On 29 June 1961, exactly one hundred years after the death of Elizabeth Barrett Browning, I stood with Mr. and Mrs. Kenneth A. Moulton-Barrett in a dark, panelled solicitor’s office in St. James’s, London. On a table before us was a black deal coach-box, encrusted with a multiplicity of colored wax seals. The box, containing Moulton-Barrett family papers that had been collected for nearly two centuries, was from the estate of Mr. Moulton-Barrett’s father, the late Lt.-Col. Harry Peyton Moulton-Barrett—a nephew of the poetess. The exact nature of the papers was unknown.
For some time I had been seeking, for inclusion in an edition of the correspondence of the Brownings, the letters that EBB had written to her father following her marriage to Robert Browning. I had seen evidence, in other family papers, that these letters had been sent to Harry Peyton in February 1924—and as I stood to one side, while the seals on the box were being broken, I was hoping that my search had at last ended. With formalities done, I made a cursory search of the box and was disappointed to find that these long-sought letters were not in it. However, my disappointment was lessened by the appearance of a manuscript, bound in a paper wrapper and annotated in the hand of Robert Browning—“Diary by E.B.B.”
Mr. Moulton-Barrett withdrew the collection from the solicitor’s care and entrusted the box to me so that I could study its contents at leisure. For the next three months I was absorbed in compiling a checklist of the some 900 items in the collection, and in making and collating an initial transcript of the Diary, with the assistance of Ronald Hudson. Later we co-edited the manuscript and published it as Diary by E.B.B.: The Unpublished Diary of Elizabeth Barrett Barrett, 1831–1832 (Athens, Ohio: Ohio University Press, 1969), the source of this electronic presentation.
Most probably, the Diary, as written, encompassed the twelve-month period June 1831 to the end of May 1832, but it was shortened appreciably when the entries for about sixty days were excised and presumably destroyed. The manuscript of the Diary is divided into two parts. The first, containing the entries for 1831, consists of 85 folded sheets (i.e., 340 pages) of quality paper, with a final leaf, the verso of which is marbled. A study of this part of the Diary shows that the sheets were subsequently sewn together, although only a small amount of the silk thread remained when the manuscript was found, and this has since been removed. The 341 pages are encased in a wrapper of manilla-paper; it is annotated in the hand of Robert Browning: “Diary by E.B.B.” This part of the Diary is enclosed in a black slip case of contemporary date.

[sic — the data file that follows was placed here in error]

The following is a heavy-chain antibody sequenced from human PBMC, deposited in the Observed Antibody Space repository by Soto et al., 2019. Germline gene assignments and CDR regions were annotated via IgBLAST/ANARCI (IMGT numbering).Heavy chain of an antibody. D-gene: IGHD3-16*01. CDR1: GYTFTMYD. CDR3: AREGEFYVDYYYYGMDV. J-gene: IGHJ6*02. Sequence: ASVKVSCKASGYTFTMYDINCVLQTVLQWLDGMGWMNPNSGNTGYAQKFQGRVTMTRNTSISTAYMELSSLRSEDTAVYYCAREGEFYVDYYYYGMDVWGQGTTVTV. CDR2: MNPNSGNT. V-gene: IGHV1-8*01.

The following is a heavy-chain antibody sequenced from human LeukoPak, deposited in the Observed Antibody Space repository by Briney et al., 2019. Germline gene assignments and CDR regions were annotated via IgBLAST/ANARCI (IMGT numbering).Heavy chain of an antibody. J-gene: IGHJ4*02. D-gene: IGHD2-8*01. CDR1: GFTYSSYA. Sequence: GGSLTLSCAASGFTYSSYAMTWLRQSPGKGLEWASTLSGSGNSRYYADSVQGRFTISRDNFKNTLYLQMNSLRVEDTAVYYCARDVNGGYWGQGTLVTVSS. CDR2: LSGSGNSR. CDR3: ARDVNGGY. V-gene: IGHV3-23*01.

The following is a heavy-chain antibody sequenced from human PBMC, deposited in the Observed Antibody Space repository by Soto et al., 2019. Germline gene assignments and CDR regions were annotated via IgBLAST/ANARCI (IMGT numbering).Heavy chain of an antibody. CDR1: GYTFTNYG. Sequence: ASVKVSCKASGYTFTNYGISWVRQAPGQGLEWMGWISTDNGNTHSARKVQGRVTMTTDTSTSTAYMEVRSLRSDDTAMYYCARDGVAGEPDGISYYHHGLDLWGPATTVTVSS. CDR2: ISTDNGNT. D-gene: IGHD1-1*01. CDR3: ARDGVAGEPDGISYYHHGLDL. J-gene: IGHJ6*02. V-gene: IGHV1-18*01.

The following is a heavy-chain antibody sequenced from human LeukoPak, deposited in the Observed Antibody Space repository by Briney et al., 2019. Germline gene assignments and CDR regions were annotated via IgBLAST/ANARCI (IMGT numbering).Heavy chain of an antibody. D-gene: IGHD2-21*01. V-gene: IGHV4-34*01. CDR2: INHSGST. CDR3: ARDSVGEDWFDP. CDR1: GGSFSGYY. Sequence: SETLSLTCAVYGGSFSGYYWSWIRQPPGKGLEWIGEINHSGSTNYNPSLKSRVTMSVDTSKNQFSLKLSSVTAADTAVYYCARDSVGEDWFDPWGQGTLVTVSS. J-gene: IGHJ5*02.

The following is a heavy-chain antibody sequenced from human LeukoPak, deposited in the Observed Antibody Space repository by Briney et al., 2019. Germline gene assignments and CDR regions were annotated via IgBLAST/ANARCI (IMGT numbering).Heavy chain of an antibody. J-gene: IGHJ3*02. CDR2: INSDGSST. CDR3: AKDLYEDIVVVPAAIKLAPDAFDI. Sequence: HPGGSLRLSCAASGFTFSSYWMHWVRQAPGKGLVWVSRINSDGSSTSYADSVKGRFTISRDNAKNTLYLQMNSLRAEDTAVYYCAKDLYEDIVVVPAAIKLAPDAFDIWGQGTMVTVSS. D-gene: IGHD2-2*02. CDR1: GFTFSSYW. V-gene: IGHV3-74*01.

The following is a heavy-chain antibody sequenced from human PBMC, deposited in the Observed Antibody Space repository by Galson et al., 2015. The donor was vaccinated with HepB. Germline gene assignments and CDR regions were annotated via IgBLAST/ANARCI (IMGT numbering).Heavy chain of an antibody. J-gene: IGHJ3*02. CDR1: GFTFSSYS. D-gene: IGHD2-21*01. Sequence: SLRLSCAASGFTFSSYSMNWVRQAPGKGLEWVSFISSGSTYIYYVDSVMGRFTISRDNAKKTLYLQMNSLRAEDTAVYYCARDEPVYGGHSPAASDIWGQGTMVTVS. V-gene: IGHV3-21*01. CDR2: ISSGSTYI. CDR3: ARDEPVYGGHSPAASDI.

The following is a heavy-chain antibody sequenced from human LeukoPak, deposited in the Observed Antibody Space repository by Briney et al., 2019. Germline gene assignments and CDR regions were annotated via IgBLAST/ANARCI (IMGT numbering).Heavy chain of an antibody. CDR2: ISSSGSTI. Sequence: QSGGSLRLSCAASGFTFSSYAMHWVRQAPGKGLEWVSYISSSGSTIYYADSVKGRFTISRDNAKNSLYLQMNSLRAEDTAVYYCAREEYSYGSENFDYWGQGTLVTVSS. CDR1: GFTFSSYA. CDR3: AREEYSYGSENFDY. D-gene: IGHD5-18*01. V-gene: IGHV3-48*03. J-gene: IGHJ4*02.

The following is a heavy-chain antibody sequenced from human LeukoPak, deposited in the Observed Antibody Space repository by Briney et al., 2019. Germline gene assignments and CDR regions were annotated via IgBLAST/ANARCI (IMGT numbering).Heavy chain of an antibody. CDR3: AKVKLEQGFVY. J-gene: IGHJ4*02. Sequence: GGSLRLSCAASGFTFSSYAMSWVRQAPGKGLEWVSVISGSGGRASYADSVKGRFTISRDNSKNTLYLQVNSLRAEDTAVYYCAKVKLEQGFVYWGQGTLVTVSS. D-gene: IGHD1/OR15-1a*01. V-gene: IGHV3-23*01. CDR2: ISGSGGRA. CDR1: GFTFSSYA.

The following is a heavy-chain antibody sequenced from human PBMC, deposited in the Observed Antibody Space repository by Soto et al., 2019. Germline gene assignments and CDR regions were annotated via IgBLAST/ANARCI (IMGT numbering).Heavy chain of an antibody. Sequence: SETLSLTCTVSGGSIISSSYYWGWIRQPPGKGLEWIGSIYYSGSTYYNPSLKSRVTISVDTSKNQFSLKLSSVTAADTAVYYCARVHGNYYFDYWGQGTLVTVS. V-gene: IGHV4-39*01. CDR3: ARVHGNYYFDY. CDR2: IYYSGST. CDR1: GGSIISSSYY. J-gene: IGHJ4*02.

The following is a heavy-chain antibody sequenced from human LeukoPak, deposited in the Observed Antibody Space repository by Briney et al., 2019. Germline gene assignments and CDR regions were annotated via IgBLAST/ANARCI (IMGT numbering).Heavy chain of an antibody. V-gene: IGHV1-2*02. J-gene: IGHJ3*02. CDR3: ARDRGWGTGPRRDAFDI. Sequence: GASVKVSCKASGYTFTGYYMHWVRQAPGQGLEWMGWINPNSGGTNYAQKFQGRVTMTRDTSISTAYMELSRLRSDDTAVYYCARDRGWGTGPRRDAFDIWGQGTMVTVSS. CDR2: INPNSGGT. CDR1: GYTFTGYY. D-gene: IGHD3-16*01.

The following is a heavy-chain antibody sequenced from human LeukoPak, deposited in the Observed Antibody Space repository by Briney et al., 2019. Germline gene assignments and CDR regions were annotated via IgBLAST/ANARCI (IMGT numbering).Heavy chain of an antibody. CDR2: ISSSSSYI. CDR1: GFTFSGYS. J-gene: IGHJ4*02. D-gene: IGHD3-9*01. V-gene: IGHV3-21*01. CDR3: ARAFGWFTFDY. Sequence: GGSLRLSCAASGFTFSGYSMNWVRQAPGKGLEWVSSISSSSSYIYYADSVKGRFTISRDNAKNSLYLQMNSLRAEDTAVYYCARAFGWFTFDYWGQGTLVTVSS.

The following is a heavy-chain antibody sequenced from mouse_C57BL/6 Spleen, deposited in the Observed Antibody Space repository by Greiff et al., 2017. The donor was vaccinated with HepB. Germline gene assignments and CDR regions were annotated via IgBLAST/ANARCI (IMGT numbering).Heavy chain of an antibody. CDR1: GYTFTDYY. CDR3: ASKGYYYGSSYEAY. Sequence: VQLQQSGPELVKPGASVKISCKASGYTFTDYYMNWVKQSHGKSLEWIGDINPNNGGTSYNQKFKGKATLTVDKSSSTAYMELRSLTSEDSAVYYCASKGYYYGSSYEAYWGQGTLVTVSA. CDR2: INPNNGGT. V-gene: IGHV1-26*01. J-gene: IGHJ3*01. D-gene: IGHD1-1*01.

The second part of the Diary contains the entries for 1832, and is written in the central section of a volume of 374 pages used by EBB for making general notes on her reading. This section containing the Diary originally covered 144 pages, of which 56 pages (i.e., 28 leaves) were subsequently wholly excised, and 18 pages excised in part. It is bound in russia, stamped in blind with a diamond design, and bears a brass clasp.
In May 1848, EBB wrote from Italy to her sister: “Dearest Arabel, any papers of mine, letters, &c left in Wimpole St—(& there was a deal box full, which came from Hope End besides the green box,) these things I beg you to take care of for me—& we will make a bonfire of many of them when we meet.” EBB refers to a deal coach-box that was used by the Moulton-Barretts to transfer items between Hope End and London—the same box that held the Diary in 1961. The sisters never made a bonfire of EBB’s papers and the Diary remained with Arabella. Upon EBB’s death in 1861 and Browning’s return to England, Arabella gave him various items from the box, including the first part of the Diary. Upon Browning’s death it passed into the possession of the poets’ son, Robert Barrett Browning, and was one of the items withheld by the Moulton-Barrett family when the estate was dispersed by auction in May 1913. It and other items retained by the family were lodged with a London solicitor until 1924, when by general family consent Lt.-Col. Harry Peyton Moulton-Barrett took charge of them.
Upon Arabella’s death in 1868, the second part of the Diary and other papers in the deal box, including her own letters from EBB, became the property of their brother George. In 1887 Browning expressed fears to George about the possible misuse of EBB’s letters and papers after the two of them were dead. Consequently, it was almost certainly George who was responsible for the obliterations and excisions which mar the reading of the second part of the Diary. When George died in 1895, his papers, including his letters from the poets, passed to another brother, Henry, who died in the following year, leaving the collection to his eldest son, the Rev. Frank Morris Moulton-Barrett, who in turn bequeathed it to his brother Harry Peyton.
Thus it was not until 1924, when Harry Peyton took possession of the residue of the material from Robert Barrett Browning’s estate, that the two halves of the Diary were reunited, the separation having preserved the first part from the censorship suffered by the second.
When Harry Peyton died in 1937, his collection was dispersed, most of it being sold at public auction. The remainder, including the two parts of the Diary, eventually became the joint property of his sons, Edward S. and Kenneth A. Moulton-Barrett, from whom, early in 1965, it was acquired by the Henry W. and Albert A. Berg Collection of the New York Public Library.